Is your company actually innovative?

Dec. 13, 2007
“Innovation” is the business topic du jour, but what does it really mean to be an “innovative company,” and how does an organization know if it is innovative?

“The factors that must be in place to support innovation are not a mystery. Companies that rely on ‘innovative thought’ to advance their product development, sales, and customer service processes must be sure they encourage and support breakthrough thinking,” says Andrew Graham, CEO of Kepner-Tregoe Inc., (www.kepner-tregoe.com) an international consulting and training services firm.

According to Graham, companies can check the health of their own innovation by looking closely at some of the key variables that affect innovation:

Does your organization have a clear strategy? Strategy defines the field in which an organization operates. It involves questions such as, “What products will the firm offer and how much will the firm invest in each?”

Do your company’s business processes measure up? Business processes are the workflows through which business is conducted. Consider, “How can we do this better,” or “How would we do this if we had no constraints?” Ask, “Do we have methods in place for addressing innovation issues?”

Does your organization have clear goals and do you measure results? To be innovative, organizations must have clear, strategy-driven expectations for innovation. Goals must be defined and measured and results must be reported.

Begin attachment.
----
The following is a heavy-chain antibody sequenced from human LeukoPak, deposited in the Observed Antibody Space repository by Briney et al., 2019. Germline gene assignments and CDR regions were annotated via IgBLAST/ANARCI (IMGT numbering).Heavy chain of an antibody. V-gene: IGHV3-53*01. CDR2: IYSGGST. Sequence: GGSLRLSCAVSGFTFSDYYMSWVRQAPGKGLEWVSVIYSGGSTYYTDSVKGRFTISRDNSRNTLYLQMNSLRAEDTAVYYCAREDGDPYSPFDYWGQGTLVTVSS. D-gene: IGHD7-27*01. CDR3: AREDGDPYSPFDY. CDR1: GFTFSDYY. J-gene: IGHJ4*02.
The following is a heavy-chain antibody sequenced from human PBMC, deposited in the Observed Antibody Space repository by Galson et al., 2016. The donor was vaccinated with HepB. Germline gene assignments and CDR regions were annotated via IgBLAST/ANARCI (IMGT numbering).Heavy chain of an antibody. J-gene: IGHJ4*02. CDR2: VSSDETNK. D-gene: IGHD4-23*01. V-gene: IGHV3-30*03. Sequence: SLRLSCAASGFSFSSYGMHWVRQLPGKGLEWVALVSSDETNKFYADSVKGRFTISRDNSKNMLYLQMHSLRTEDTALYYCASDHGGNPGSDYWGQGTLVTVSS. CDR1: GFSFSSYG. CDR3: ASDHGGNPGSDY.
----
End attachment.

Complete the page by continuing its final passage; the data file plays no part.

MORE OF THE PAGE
Do employees have the inherent skills or the tools necessary to learn to be innovative? Hiring innovative people is one way to foster innovation, but innovation skills and knowledge can also be taught, and creativity nurtured.

Leadership — This is the overarching factor that affects all other variables of innovation. Leaders must establish an organization’s strategy and ensure innovation goals are met, successes and failures measured, and innovative people developed and supported.

Other factors that can make or break an organization’s ability to innovate are structural and cultural. Do information systems let people share ideas and learn from the past? Are structures and roles impeding innovation or letting it blossom? Does the culture — including the reward system — encourage innovation?

According to Graham, the pursuits of “Total Quality” in the 1980s, “reengineering” in the 1990s, and Six Sigma in the 2000s have, in many cases, yielded impressive cost reductions, cycle-time reductions, and quality improvements. But, executives now realize they can’t streamline their way to growth. Continuous gains in ‘how’ an organization does business must dovetail with expanding the horizon of ‘what’ business the company is in. By looking at this handful of key variables, Graham claims, organizations can pinpoint the roadblocks that are inhibiting robust, profitable, breakthrough thinking.

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